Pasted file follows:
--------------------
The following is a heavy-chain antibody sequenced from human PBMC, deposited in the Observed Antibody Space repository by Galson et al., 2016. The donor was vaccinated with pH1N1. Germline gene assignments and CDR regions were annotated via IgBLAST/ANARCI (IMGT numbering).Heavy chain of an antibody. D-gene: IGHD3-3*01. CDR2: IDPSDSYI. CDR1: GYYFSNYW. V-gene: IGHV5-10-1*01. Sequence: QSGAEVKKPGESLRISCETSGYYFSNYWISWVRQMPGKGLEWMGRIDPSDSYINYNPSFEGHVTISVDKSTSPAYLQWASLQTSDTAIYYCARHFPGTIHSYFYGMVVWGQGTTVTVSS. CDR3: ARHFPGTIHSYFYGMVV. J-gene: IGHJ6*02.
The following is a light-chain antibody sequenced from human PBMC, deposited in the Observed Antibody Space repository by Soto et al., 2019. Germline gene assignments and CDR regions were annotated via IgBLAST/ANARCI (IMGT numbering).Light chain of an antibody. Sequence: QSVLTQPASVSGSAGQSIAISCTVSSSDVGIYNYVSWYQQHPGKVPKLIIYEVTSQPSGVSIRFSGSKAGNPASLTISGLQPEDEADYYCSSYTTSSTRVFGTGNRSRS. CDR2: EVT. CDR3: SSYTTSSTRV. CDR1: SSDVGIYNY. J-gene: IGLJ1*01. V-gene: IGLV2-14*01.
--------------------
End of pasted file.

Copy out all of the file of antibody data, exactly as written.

The following is a heavy-chain antibody sequenced from human PBMC, deposited in the Observed Antibody Space repository by Galson et al., 2016. The donor was vaccinated with pH1N1. Germline gene assignments and CDR regions were annotated via IgBLAST/ANARCI (IMGT numbering).Heavy chain of an antibody. D-gene: IGHD3-3*01. CDR2: IDPSDSYI. CDR1: GYYFSNYW. V-gene: IGHV5-10-1*01. Sequence: QSGAEVKKPGESLRISCETSGYYFSNYWISWVRQMPGKGLEWMGRIDPSDSYINYNPSFEGHVTISVDKSTSPAYLQWASLQTSDTAIYYCARHFPGTIHSYFYGMVVWGQGTTVTVSS. CDR3: ARHFPGTIHSYFYGMVV. J-gene: IGHJ6*02.
The following is a light-chain antibody sequenced from human PBMC, deposited in the Observed Antibody Space repository by Soto et al., 2019. Germline gene assignments and CDR regions were annotated via IgBLAST/ANARCI (IMGT numbering).Light chain of an antibody. Sequence: QSVLTQPASVSGSAGQSIAISCTVSSSDVGIYNYVSWYQQHPGKVPKLIIYEVTSQPSGVSIRFSGSKAGNPASLTISGLQPEDEADYYCSSYTTSSTRVFGTGNRSRS. CDR2: EVT. CDR3: SSYTTSSTRV. CDR1: SSDVGIYNY. J-gene: IGLJ1*01. V-gene: IGLV2-14*01.